edges

am I enough

to carry our monsters from 

the pillow to the burn pile where

 

there’s a stump by the red barn that 

was used to butcher chickens but 

we don’t do that anymore because you 

started cutting yourself below the knee with 

a thin blade from a broken pencil sharpener and

 

it looked like a rake of slow paper cuts when 

you lifted your pant leg at the clinic while

the doctor spoke like a metronome about 

gathering things with sharp edges into a safe 

place until it felt like a screaming teakettle left 

too long on the stove and I

 

kept asking the invisible if I 

am strong enough to be the bear skin you need me to be 

am I thick enough to hold it all together and 

wrap myself fully around our hungry fears as 

the long grey face of winter pushes 

against the windows when 

 

you know

that I know

that we know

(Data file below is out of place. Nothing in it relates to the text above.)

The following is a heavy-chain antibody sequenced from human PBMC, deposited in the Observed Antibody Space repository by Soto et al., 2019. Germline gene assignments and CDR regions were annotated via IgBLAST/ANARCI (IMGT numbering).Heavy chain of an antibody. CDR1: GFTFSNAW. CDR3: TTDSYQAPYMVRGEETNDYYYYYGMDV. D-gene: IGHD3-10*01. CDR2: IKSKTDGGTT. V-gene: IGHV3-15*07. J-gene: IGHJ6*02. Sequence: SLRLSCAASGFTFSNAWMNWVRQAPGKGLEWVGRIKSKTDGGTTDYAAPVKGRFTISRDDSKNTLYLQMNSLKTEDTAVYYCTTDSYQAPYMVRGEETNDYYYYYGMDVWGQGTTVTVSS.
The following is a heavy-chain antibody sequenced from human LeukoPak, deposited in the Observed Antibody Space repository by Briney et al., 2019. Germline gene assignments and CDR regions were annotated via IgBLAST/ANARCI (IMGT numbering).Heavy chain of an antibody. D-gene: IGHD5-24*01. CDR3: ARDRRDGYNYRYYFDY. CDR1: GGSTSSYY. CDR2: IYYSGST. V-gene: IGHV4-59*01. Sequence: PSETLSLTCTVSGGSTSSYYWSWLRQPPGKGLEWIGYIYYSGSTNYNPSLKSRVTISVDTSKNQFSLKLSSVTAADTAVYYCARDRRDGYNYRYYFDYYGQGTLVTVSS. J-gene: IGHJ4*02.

why there’s a pause between 

saying “I love you sweetheart” and “goodnight” now 

leaving our bedroom doors open just a bit to 

let a handful of light from the hallway plunge

into our shadows connecting 

my bed to 

yours

Peter Engen grew up in the oldest Norwegian settlement west of the Mississippi as well as on the fly with his sometime itinerant parents. He has lived most of his life in the hills and unglaciated valleys of Minnesota, Wisconsin, and Iowa. Some of his deepest poet yearnings were sought and quenched in the megalopolis cities of New York and Los Angeles before returning to his roots in the upper Midwest. He currently lives part-time on a solar-powered, green architecture farm near La Crosse Wisconsin.

©2018 HighShelfPress. 

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